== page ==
FRANKFORT, Ky. -
Despite that popularity, Ron Paul was expected to take a shellacking from presumed GOP nominee Mitt Romney on Tuesday. The elder Paul hasn't campaigned in Kentucky, and his son hasn't publicly urged Kentucky voters to get behind his father.
"I think Ron Paul did Rand a huge favor by not embarrassing him," said Republican strategist Mike Karem of Louisville. "Ron Paul's chances were nil to none, and none done left town. He had no chance in Kentucky. He would have gotten slaughtered."
Ron Paul still will be on Kentucky's ballot, but he effectively ended his presidential campaign a week ago when he announced he'd no longer be spending money on the race. Republicans Newt Gingrich and Rick Santorum also will be on the ballot. Neither withdrew in time to have their names removed.
President Barack Obama, the only Democrat on Kentucky's presidential ballot, faces what could be a prickly position himself because voters will have the option of choosing "uncommitted" on their ballots. Two weeks ago in neighboring West Virginia, a prison inmate received 41 percent of the vote against Obama. The question looms as to whether Obama, who remains largely unpopular in Kentucky, could face another such embarrassment here.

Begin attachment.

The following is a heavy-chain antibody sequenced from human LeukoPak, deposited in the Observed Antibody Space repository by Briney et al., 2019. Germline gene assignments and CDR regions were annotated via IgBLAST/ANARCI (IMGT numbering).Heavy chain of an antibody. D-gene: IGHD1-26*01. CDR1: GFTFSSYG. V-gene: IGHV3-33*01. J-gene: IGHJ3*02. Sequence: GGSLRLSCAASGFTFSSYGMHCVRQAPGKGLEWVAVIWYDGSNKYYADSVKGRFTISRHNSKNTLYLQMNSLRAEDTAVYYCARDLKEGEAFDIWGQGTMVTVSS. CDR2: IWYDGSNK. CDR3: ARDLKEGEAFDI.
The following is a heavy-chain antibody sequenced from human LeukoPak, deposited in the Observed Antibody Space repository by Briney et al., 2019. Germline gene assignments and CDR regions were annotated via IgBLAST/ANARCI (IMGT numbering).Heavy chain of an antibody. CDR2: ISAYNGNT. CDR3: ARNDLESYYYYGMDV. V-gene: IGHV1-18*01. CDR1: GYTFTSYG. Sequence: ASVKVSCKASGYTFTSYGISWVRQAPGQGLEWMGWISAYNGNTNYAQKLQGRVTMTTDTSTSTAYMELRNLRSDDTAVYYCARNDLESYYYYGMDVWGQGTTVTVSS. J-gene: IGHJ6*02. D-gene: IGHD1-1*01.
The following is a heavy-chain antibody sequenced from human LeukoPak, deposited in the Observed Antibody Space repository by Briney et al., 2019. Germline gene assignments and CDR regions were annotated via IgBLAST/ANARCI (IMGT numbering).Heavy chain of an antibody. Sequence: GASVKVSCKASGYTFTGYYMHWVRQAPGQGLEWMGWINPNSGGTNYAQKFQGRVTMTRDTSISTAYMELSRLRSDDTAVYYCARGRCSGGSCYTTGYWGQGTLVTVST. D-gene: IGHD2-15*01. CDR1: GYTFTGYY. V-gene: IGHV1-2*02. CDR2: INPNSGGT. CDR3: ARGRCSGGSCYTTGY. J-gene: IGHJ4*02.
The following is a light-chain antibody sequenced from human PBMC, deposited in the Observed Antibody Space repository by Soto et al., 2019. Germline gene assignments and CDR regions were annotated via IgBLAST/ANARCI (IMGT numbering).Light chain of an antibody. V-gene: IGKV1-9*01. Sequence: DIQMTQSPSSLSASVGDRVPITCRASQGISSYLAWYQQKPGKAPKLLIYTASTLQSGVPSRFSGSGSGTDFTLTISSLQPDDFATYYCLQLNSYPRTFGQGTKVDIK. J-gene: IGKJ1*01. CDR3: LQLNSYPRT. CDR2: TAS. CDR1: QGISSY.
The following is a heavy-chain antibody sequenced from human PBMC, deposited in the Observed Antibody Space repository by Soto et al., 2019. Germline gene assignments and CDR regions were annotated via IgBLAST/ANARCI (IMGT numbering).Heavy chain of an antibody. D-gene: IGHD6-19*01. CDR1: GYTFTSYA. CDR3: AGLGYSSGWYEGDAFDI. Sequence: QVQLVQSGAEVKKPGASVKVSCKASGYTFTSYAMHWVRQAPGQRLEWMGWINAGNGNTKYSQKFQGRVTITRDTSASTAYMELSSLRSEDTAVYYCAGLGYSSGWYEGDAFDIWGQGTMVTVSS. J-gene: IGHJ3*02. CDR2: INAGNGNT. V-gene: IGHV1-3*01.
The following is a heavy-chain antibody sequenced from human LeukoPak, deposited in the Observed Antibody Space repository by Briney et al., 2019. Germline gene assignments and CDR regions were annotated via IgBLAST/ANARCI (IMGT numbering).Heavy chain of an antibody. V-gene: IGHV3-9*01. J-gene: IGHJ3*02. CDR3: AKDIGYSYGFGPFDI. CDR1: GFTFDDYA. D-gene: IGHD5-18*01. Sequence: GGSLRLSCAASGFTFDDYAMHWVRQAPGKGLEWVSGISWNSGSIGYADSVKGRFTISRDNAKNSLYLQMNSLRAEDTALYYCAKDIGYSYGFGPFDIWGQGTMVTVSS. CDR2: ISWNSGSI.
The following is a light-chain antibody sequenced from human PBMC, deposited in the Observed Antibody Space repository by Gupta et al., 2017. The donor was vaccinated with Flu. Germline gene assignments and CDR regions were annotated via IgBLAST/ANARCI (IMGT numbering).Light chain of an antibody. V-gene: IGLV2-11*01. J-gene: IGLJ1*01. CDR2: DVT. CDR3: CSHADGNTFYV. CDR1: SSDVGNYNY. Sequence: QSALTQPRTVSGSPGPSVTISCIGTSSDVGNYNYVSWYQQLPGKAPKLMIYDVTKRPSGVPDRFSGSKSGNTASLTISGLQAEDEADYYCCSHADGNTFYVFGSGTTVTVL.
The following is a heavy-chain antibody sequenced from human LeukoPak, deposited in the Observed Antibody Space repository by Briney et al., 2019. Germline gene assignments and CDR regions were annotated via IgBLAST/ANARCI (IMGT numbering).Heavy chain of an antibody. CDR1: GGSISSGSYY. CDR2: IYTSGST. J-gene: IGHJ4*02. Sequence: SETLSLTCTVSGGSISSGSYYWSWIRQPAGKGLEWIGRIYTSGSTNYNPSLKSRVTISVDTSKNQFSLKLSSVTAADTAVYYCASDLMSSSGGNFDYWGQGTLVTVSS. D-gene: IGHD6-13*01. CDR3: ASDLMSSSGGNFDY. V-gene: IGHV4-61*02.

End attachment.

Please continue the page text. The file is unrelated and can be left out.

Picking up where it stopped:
"I just don't see that happening," said University of Louisville political scientist Dewey Clayton. "The turnout is going to be very low, and so I think those who go vote are more than likely going to vote for Obama, because he does have support from die-hard Democrats in this state."
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